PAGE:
Monday, September 8, 2008

A Good Year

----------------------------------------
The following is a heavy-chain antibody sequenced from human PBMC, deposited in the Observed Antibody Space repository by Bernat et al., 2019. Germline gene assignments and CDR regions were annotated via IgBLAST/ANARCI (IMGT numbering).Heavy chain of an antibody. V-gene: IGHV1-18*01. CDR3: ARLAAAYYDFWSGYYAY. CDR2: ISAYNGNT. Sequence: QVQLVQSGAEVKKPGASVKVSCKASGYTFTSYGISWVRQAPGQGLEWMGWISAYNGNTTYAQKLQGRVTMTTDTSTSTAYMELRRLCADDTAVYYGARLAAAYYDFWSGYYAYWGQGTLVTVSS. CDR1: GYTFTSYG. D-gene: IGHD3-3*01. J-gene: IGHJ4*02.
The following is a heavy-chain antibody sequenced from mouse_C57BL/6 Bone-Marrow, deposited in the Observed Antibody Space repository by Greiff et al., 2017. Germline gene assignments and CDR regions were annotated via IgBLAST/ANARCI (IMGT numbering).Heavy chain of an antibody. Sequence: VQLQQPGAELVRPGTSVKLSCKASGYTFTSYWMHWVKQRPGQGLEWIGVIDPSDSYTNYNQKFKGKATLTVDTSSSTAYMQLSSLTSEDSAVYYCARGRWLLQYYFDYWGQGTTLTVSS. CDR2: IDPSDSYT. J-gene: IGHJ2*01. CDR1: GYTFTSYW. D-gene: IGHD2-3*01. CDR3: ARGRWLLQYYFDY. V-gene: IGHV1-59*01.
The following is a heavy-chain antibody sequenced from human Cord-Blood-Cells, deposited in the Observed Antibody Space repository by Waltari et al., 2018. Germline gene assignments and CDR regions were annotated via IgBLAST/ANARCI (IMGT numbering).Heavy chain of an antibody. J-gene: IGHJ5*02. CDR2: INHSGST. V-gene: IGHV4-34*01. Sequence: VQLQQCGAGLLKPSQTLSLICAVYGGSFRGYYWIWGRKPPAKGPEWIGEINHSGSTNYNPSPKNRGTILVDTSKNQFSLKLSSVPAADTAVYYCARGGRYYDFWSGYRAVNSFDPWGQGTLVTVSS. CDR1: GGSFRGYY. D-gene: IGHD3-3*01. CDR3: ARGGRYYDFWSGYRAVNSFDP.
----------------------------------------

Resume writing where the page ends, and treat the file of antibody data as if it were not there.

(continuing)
A Good Year was released in 2006. It didn’t make much of a splash. In fact, I don’t remember seeing any advertisements for this movie, which was Directed by Ridley Scott. With Scott Directing, and notable actors like Russell Crowe and Albert Finney, it seems that this movie would have had a stronger release. However, it is obvious from the outset that this movie does not have the mass appeal that other movies might generate. This romantic comedy was filmed in Britain and France, contains a smithering of sub-titles and has a pacing that is slower than what many viewers desire. This movie is predictable but quaint. Russel Crowe stars as Maximillian Skinner, a young lad raised on a vineyard by his Uncle Henry (Albert Finney). Max Skinner shows early signs of his later genius as a ruthless stock trader with impeccable timing. Skinner loses touch with his pastoral upbringing and early life’s lessons after departing France to pursue his stock trading career in London. Max also loses touch with his Uncle, who represented Max’s only family. After twenty years in London, ten of which Max has not been in contact with Uncle Henry, Max learns that he is the sole heir to his Uncle’s vineyard. Max intends to make short work of disposing of the vineyard to the highest bidder. The quicker the better. Fate intervenes, reconnecting Max to his roots in a predictable but comical (and sometimes touching) series of events. Although this plot line is predictable, I thought that the writing in this film was impeccable. Plot is certainly an integral part of writing. However, Peter Mayle (who wrote the novel) and Marc Klein (screenplay) manage to weave an interesting story around a simple concept. There are a few minor sub-plots in this film that are important to the story. There is very little in the way of diversion, although this story could probably be told in less than the two hour run time allotted for this film. What I liked most about the writing was the rich dialogue (to include the sub-titles), the interesting cast of characters and most importantly the way that this story connects to all of your senses. Good writing has a way of making you employ more than just your mental processes. When your senses are engaged by a book or film you become more connected to the story. A Good Year provides this appeal on every level. There are scenes that show Max connecting to his past when he looks at his Uncle Henry’s cigar still sitting in an ashtray on an outdoor table. Max holds the cigar up to his nose visually reminiscing about his youth. Although there are flashbacks interspersed throughout the movie, there is no need for a flashback at this juncture. It is obvious from watching that the smell of Uncle Henry’s cigar has taken him back. The beginning of his process of reconnecting. The soundtrack also helps tell the story, with old records helping to tell the story. In addition to the involvement of the soundtrack within the story, music that was not directly related to the story also drew me in. I was amused at hearing Jimi Hendrix’ Hey Joe done in French. The smells, sounds, textures and tastes of Provence are amply displayed throughout this film, which created a greater enjoyment for me.


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